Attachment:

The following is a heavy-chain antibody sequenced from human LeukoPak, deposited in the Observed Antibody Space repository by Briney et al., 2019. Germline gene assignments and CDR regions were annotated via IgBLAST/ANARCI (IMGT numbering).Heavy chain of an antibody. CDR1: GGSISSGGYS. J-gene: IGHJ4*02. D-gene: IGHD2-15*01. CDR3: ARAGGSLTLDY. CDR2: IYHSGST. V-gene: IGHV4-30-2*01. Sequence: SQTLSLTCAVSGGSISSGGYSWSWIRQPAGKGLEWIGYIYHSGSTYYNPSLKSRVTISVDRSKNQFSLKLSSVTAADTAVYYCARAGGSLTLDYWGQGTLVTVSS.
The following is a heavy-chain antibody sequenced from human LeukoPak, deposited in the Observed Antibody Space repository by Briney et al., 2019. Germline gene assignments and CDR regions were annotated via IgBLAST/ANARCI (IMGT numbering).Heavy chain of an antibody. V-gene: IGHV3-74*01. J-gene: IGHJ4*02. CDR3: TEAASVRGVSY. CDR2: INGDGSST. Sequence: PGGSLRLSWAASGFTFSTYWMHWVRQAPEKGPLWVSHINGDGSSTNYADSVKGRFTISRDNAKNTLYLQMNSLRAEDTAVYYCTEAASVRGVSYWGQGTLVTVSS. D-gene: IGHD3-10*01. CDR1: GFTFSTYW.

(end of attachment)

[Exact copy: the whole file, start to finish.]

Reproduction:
The following is a heavy-chain antibody sequenced from human LeukoPak, deposited in the Observed Antibody Space repository by Briney et al., 2019. Germline gene assignments and CDR regions were annotated via IgBLAST/ANARCI (IMGT numbering).Heavy chain of an antibody. CDR1: GGSISSGGYS. J-gene: IGHJ4*02. D-gene: IGHD2-15*01. CDR3: ARAGGSLTLDY. CDR2: IYHSGST. V-gene: IGHV4-30-2*01. Sequence: SQTLSLTCAVSGGSISSGGYSWSWIRQPAGKGLEWIGYIYHSGSTYYNPSLKSRVTISVDRSKNQFSLKLSSVTAADTAVYYCARAGGSLTLDYWGQGTLVTVSS.
The following is a heavy-chain antibody sequenced from human LeukoPak, deposited in the Observed Antibody Space repository by Briney et al., 2019. Germline gene assignments and CDR regions were annotated via IgBLAST/ANARCI (IMGT numbering).Heavy chain of an antibody. V-gene: IGHV3-74*01. J-gene: IGHJ4*02. CDR3: TEAASVRGVSY. CDR2: INGDGSST. Sequence: PGGSLRLSWAASGFTFSTYWMHWVRQAPEKGPLWVSHINGDGSSTNYADSVKGRFTISRDNAKNTLYLQMNSLRAEDTAVYYCTEAASVRGVSYWGQGTLVTVSS. D-gene: IGHD3-10*01. CDR1: GFTFSTYW.